3. Advanced technologies for decomtamination and conversion of scrap metal

    Energy Technology Data Exchange (ETDEWEB)

    Valerie MacNair; Steve Sarten; Thomas Muth; Brajendra Mishra

    1999-05-27

    The Department of Energy (DOE) faces the task of decommissioning much of the vast US weapons complex. One challenge of this effort includes the disposition of large amounts of radioactively contaminated scrap metal (RSM) including but not limited to steel, nickel, copper, and aluminum. The decontamination and recycling of RSM has become a key element in the DOE's strategy for cleanup of contaminated sites and facilities. Recycling helps to offset the cost of decommissioning and saves valuable space in the waste disposal facilities. It also reduces the amount of environmental effects associated with mining new metals. Work on this project is geared toward finding decontamination and/or recycling alternatives for the RSM contained in the decommissioned gaseous diffusion plants including approximately 40,000 tons of nickel. The nickel is contaminated with Technetium-99, and is difficult to remove using traditional decontamination technologies. The project, titled ``Advanced Technologies for Decontamination and Conversion of Scrap Metal'' was proposed as a four phase project. Phase 1 and 2 are complete and Phase 3 will complete May 31, 1999. Stainless steel made from contaminated nickel barrier was successfully produced in Phase 1. An economic evaluation was performed and a market study of potential products from the recycled metal was completed. Inducto-slag refining, after extensive testing, was eliminated as an alternative to remove technetium contamination from nickel. Phase 2 included successful lab scale and pilot scale demonstrations of electrorefining to separate technetium from nickel. This effort included a survey of available technologies to detect technetium in volumetrically contaminated metals. A new process to make sanitary drums from RSM was developed and implemented. Phase 3 included a full scale demonstration of electrorefining, an evaluation of electro-refining alternatives including direct dissolution, melting of nickel into anodes, a

  4. Advanced technologies for decontamination and conversion of scrap metal

    International Nuclear Information System (INIS)

    Valerie MacNair; Steve Sarten; Thomas Muth; Brajendra Mishra

    1999-01-01

    The Department of Energy (DOE) faces the task of decommissioning much of the vast US weapons complex. One challenge of this effort includes the disposition of large amounts of radioactively contaminated scrap metal (RSM) including but not limited to steel, nickel, copper, and aluminum. The decontamination and recycling of RSM has become a key element in the DOE's strategy for cleanup of contaminated sites and facilities. Recycling helps to offset the cost of decommissioning and saves valuable space in the waste disposal facilities. It also reduces the amount of environmental effects associated with mining new metals. Work on this project is geared toward finding decontamination and/or recycling alternatives for the RSM contained in the decommissioned gaseous diffusion plants including approximately 40,000 tons of nickel. The nickel is contaminated with Technetium-99, and is difficult to remove using traditional decontamination technologies. The project, titled ''Advanced Technologies for Decontamination and Conversion of Scrap Metal'' was proposed as a four phase project. Phase 1 and 2 are complete and Phase 3 will complete May 31, 1999. Stainless steel made from contaminated nickel barrier was successfully produced in Phase 1. An economic evaluation was performed and a market study of potential products from the recycled metal was completed. Inducto-slag refining, after extensive testing, was eliminated as an alternative to remove technetium contamination from nickel. Phase 2 included successful lab scale and pilot scale demonstrations of electrorefining to separate technetium from nickel. This effort included a survey of available technologies to detect technetium in volumetrically contaminated metals. A new process to make sanitary drums from RSM was developed and implemented. Phase 3 included a full scale demonstration of electrorefining, an evaluation of electro-refining alternatives including direct dissolution, melting of nickel into anodes, a laser cutting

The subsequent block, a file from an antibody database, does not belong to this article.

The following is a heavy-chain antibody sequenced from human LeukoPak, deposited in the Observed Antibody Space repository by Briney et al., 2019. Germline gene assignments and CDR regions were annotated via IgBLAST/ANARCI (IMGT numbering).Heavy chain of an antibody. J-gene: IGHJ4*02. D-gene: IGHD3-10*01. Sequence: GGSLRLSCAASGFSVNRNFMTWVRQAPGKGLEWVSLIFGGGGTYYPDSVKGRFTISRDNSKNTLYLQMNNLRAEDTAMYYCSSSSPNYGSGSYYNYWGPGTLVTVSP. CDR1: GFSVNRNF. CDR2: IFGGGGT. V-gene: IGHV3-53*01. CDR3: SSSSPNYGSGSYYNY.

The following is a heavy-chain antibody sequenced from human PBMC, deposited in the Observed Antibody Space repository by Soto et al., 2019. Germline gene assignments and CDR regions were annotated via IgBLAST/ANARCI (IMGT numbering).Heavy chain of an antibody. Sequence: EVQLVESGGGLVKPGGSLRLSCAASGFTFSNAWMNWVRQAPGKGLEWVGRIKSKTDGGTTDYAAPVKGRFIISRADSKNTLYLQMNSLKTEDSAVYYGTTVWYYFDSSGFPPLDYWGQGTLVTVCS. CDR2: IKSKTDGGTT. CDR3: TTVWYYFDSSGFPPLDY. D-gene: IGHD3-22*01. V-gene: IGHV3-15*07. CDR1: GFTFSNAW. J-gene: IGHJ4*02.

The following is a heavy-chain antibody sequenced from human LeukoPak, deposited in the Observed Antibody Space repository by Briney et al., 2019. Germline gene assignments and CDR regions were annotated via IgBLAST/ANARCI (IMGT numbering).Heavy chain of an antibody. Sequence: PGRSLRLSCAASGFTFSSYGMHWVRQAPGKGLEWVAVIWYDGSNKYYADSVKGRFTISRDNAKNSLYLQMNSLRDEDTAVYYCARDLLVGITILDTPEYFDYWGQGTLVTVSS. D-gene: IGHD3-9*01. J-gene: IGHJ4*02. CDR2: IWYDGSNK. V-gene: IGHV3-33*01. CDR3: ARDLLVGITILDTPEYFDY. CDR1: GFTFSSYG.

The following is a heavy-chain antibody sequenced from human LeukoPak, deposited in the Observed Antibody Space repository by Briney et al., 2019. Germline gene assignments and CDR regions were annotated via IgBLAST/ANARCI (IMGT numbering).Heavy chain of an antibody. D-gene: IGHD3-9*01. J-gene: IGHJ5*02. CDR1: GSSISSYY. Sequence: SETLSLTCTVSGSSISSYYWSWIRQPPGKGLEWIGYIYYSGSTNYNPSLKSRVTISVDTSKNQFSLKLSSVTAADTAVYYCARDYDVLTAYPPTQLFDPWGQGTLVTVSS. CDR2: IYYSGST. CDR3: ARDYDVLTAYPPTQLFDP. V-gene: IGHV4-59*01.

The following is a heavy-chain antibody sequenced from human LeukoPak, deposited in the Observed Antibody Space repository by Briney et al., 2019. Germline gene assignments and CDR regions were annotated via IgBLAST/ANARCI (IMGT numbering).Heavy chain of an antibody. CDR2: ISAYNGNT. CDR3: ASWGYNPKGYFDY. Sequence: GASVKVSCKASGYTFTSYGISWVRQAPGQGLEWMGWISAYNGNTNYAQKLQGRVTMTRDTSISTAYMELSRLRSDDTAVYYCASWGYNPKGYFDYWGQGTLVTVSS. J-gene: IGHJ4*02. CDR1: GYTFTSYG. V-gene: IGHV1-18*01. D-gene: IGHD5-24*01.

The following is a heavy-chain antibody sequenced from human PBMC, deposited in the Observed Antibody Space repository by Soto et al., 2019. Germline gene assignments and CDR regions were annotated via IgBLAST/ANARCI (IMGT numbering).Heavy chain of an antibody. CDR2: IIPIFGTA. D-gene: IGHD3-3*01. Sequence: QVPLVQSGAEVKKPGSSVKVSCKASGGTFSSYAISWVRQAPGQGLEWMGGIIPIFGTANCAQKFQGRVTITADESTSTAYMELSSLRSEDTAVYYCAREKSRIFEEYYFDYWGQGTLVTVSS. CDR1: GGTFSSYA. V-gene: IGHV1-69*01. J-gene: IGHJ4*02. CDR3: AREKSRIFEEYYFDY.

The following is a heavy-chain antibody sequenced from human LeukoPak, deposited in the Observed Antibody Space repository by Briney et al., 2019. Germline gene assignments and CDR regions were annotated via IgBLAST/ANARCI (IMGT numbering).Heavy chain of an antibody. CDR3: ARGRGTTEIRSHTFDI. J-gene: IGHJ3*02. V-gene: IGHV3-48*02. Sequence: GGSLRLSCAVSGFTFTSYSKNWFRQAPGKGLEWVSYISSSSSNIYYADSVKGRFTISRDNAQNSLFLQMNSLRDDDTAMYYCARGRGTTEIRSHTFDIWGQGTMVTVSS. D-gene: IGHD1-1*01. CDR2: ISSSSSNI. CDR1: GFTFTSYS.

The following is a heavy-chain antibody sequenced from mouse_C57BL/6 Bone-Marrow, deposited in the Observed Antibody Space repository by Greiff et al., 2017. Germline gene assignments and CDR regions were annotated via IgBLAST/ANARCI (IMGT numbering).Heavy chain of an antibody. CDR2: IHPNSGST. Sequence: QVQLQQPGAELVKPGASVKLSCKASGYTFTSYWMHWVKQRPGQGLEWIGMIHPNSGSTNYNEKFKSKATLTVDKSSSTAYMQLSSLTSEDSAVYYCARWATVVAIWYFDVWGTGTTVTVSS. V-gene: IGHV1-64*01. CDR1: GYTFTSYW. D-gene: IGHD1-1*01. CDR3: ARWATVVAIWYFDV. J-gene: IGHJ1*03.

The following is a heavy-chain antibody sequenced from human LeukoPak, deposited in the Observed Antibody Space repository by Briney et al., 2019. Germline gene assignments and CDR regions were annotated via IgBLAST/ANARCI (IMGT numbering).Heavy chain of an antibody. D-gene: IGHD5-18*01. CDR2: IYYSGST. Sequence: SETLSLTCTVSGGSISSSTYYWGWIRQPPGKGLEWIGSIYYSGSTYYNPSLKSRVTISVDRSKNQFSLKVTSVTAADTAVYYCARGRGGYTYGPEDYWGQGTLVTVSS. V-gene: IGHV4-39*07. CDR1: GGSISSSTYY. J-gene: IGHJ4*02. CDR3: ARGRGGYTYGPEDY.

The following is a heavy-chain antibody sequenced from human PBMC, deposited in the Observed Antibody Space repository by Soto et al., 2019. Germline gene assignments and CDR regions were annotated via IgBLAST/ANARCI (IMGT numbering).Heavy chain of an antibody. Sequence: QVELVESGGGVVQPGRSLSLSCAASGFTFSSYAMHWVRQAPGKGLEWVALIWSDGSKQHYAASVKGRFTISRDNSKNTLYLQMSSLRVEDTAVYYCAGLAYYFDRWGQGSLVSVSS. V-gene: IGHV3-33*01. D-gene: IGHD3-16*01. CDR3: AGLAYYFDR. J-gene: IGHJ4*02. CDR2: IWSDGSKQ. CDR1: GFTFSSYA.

5. A novel process for recycling and resynthesizing LiNi1/3Co1/3Mn1/3O2 from the cathode scraps intended for lithium-ion batteries

    International Nuclear Information System (INIS)

    Zhang, Xihua; Xie, Yongbing; Cao, Hongbin; Nawaz, Faheem; Zhang, Yi

    2014-01-01

    Highlights: • A simple process to recycle cathode scraps intended for lithium-ion batteries. • Complete separation of the cathode material from the aluminum foil is achieved. • The recovered aluminum foil is highly pure. • LiNi 1/3 Co 1/3 Mn 1/3 O 2 is directly resynthesized from the separated cathode material. - Abstract: To solve the recycling challenge for aqueous binder based lithium-ion batteries (LIBs), a novel process for recycling and resynthesizing LiNi 1/3 Co 1/3 Mn 1/3 O 2 from the cathode scraps generated during manufacturing process is proposed in this study. Trifluoroacetic acid (TFA) is employed to separate the cathode material from the aluminum foil. The effects of TFA concentration, liquid/solid (L/S) ratio, reaction temperature and time on the separation efficiencies of the cathode material and aluminum foil are investigated systematically. The cathode material can be separated completely under the optimal experimental condition of 15 vol.% TFA solution, L/S ratio of 8.0 mL g −1 , reacting at 40 °C for 180 min along with appropriate agitation. LiNi 1/3 Co 1/3 Mn 1/3 O 2 is successfully resynthesized from the separated cathode material by solid state reaction method. Several kinds of characterizations are performed to verify the typical properties of the resynthesized LiNi 1/3 Co 1/3 Mn 1/3 O 2 powder. Electrochemical tests show that the initial charge and discharge capacities of the resynthesized LiNi 1/3 Co 1/3 Mn 1/3 O 2 are 201 mAh g −1 and 155.4 mAh g −1 (2.8–4.5 V, 0.1 C), respectively. The discharge capacity remains at 129 mAh g −1 even after 30 cycles with a capacity retention ratio of 83.01%